To understand how we can make critical behavior changes ourselves, we should understand the different parts of the mind and how to work with them.
The mind has been identified as having four major parts: conscious mind, sub-conscious, unconscious and superconscious. The first is the logical and rational mind, while the latter three—or inner mind—are where all behaviors (negative and positive), habits and emotional triggers are stored.
There are several “laws” that apply.
We can’t change the inner mind with the conscious mind.
That’s because it is where all our emotions are. Using logic with an emotional issue rarely works. Instead, we have to undergo an inner-mind process to effectively change those habits, beliefs and negative emotional reactions.
The inner mind defaults to the strongest impression, whether it is “good” or “bad”.
This is apparent on those occasions when we walk into a room, something happens and we suddenly feel annoyed, afraid or even sad. Try as our conscious mind may want to, it can’t shake that feeling. We have been “triggered” and our inner mind is defaulting to an old impression that may have been created when we were a child, or even in another lifetime. Phobias and most disagreements with family, spouses and friends are really triggers for old, inner-mind impressions.
How do we make an inner mind change?
There are some simple things we can do that are effective in helping our inner mind release negative reactions and reinforce positive ones.
Energy follows thought. Whatever we focus or ruminate on gets stronger. If we are negatively triggered, we should acknowledge it as a trigger and then focus our attention on something we like for at least 15 minutes; that should be enough time for the negative impulse to move on. We should be mindful of what we tell ourselves all day long as those thoughts become the basis for how we feel overall.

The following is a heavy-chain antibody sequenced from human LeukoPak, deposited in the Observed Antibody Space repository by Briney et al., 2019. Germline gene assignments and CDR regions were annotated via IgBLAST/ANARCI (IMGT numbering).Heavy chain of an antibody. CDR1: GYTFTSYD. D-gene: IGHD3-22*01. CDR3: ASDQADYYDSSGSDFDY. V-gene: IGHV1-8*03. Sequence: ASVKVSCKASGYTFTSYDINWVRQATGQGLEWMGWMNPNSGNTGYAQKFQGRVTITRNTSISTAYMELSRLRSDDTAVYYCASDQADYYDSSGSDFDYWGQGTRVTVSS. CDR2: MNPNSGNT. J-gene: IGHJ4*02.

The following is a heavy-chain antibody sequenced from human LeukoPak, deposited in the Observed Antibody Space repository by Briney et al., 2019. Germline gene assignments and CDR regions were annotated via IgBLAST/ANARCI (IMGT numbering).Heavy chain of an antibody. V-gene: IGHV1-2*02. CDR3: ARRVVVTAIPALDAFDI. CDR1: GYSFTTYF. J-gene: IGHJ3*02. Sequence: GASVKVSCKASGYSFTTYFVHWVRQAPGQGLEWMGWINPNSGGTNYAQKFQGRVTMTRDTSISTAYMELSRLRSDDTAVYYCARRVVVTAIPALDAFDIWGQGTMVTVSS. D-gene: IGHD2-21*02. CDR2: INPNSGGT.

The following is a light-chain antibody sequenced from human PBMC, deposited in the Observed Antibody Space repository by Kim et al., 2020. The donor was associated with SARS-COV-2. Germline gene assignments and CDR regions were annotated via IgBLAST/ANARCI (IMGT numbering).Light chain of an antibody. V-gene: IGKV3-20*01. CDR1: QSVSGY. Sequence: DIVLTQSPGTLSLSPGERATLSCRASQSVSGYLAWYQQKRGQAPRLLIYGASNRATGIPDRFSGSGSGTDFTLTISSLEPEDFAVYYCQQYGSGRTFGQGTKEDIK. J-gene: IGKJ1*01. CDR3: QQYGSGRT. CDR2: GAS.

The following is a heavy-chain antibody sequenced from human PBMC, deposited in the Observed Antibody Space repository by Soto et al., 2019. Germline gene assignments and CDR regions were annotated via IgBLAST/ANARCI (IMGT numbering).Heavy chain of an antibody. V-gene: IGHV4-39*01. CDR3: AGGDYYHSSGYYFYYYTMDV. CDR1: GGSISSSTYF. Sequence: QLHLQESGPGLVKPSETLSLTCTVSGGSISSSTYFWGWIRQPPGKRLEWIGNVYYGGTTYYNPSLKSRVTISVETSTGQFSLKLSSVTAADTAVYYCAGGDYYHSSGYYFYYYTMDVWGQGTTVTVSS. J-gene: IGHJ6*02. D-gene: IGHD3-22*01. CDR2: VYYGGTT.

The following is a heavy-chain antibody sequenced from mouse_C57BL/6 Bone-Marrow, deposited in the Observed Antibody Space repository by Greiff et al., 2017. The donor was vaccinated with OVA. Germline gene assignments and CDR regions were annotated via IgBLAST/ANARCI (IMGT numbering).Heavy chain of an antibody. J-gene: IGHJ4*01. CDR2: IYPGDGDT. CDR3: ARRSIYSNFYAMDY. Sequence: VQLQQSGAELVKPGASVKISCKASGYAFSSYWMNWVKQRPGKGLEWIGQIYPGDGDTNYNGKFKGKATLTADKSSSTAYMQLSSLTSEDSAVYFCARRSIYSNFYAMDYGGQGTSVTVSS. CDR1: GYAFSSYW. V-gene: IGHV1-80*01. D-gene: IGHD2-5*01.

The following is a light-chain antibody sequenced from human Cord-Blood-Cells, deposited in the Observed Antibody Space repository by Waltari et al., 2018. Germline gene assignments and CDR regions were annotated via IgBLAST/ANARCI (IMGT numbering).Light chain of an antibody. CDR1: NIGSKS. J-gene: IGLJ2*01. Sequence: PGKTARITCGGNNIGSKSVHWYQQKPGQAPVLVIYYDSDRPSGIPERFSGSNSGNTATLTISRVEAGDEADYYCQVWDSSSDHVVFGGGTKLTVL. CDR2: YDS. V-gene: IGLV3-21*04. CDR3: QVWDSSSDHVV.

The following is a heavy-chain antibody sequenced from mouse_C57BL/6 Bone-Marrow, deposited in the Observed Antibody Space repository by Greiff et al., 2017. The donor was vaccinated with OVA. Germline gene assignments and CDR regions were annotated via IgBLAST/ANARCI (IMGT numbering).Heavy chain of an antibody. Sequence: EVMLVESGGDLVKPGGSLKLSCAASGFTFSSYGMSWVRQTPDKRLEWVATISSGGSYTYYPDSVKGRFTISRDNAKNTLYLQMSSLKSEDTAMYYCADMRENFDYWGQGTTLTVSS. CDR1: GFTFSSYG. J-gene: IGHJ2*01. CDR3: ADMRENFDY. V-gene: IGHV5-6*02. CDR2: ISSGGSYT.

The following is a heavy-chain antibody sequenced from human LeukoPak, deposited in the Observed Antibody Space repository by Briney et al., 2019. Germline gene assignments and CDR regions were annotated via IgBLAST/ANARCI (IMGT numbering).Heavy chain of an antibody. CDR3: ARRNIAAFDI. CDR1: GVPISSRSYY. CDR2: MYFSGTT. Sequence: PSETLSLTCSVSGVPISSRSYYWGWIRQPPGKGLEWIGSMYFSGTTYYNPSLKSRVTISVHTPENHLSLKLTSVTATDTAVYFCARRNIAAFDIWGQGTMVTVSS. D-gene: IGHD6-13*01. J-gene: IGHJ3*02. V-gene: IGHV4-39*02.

A good practice at the end of the day is to write down three specific things we are grateful for or that went well during the day. This begins to orient our brain to see the glass as half full. By doing so, we begin to focus on what is working instead what is not. Making small changes creates long-lasting changes.
To establish a change, take a 30-day challenge—it takes 30 days to establish a new habit—by asking how something can be done even only a few percentage points better. Make it something really simple that is accomplishable. Every 30 days, look to make another small change. After six months, look back and things will be noticeably different.
Our mind can change at any age. We are not stuck with what we have. The key is to find ways to make inner mind changes and reprogram ourselves. Sometimes we need the help of others to shift strong negative patterns. Finding practitioners that specialize in working with the inner mind can help.